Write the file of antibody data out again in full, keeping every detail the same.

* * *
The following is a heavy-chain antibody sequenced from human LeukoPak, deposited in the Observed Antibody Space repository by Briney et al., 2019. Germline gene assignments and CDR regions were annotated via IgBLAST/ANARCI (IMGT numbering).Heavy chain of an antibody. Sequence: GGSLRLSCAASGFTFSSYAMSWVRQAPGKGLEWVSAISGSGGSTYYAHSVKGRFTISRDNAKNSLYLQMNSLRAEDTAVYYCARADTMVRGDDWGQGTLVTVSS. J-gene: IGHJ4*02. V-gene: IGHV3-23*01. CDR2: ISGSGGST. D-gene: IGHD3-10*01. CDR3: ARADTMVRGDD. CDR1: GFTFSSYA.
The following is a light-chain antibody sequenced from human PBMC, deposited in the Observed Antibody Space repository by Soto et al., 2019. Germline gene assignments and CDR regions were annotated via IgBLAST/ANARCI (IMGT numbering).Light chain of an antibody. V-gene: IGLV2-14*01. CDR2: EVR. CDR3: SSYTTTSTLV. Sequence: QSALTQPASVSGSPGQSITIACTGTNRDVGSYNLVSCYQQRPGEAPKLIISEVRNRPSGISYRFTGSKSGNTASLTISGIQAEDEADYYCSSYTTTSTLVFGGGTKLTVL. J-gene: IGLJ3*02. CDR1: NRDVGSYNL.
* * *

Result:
The following is a heavy-chain antibody sequenced from human LeukoPak, deposited in the Observed Antibody Space repository by Briney et al., 2019. Germline gene assignments and CDR regions were annotated via IgBLAST/ANARCI (IMGT numbering).Heavy chain of an antibody. Sequence: GGSLRLSCAASGFTFSSYAMSWVRQAPGKGLEWVSAISGSGGSTYYAHSVKGRFTISRDNAKNSLYLQMNSLRAEDTAVYYCARADTMVRGDDWGQGTLVTVSS. J-gene: IGHJ4*02. V-gene: IGHV3-23*01. CDR2: ISGSGGST. D-gene: IGHD3-10*01. CDR3: ARADTMVRGDD. CDR1: GFTFSSYA.
The following is a light-chain antibody sequenced from human PBMC, deposited in the Observed Antibody Space repository by Soto et al., 2019. Germline gene assignments and CDR regions were annotated via IgBLAST/ANARCI (IMGT numbering).Light chain of an antibody. V-gene: IGLV2-14*01. CDR2: EVR. CDR3: SSYTTTSTLV. Sequence: QSALTQPASVSGSPGQSITIACTGTNRDVGSYNLVSCYQQRPGEAPKLIISEVRNRPSGISYRFTGSKSGNTASLTISGIQAEDEADYYCSSYTTTSTLVFGGGTKLTVL. J-gene: IGLJ3*02. CDR1: NRDVGSYNL.